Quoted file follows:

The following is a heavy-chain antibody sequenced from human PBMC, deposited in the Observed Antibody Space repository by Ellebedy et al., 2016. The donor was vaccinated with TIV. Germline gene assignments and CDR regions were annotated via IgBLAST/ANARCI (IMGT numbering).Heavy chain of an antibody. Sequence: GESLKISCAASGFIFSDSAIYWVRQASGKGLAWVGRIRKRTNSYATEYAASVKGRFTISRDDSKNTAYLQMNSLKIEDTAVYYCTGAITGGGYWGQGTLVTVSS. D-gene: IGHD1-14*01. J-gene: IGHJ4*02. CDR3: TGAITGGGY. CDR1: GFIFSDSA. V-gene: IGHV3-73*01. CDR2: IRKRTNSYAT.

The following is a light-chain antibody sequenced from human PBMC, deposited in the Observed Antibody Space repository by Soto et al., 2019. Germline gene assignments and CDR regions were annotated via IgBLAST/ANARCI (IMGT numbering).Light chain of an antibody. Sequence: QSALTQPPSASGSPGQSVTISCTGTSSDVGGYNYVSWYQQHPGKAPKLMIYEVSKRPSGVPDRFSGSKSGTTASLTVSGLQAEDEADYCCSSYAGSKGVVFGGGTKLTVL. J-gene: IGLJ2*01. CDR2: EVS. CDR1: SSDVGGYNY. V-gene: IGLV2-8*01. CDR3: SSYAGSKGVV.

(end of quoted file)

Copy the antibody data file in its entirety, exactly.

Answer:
The following is a heavy-chain antibody sequenced from human PBMC, deposited in the Observed Antibody Space repository by Ellebedy et al., 2016. The donor was vaccinated with TIV. Germline gene assignments and CDR regions were annotated via IgBLAST/ANARCI (IMGT numbering).Heavy chain of an antibody. Sequence: GESLKISCAASGFIFSDSAIYWVRQASGKGLAWVGRIRKRTNSYATEYAASVKGRFTISRDDSKNTAYLQMNSLKIEDTAVYYCTGAITGGGYWGQGTLVTVSS. D-gene: IGHD1-14*01. J-gene: IGHJ4*02. CDR3: TGAITGGGY. CDR1: GFIFSDSA. V-gene: IGHV3-73*01. CDR2: IRKRTNSYAT.

The following is a light-chain antibody sequenced from human PBMC, deposited in the Observed Antibody Space repository by Soto et al., 2019. Germline gene assignments and CDR regions were annotated via IgBLAST/ANARCI (IMGT numbering).Light chain of an antibody. Sequence: QSALTQPPSASGSPGQSVTISCTGTSSDVGGYNYVSWYQQHPGKAPKLMIYEVSKRPSGVPDRFSGSKSGTTASLTVSGLQAEDEADYCCSSYAGSKGVVFGGGTKLTVL. J-gene: IGLJ2*01. CDR2: EVS. CDR1: SSDVGGYNY. V-gene: IGLV2-8*01. CDR3: SSYAGSKGVV.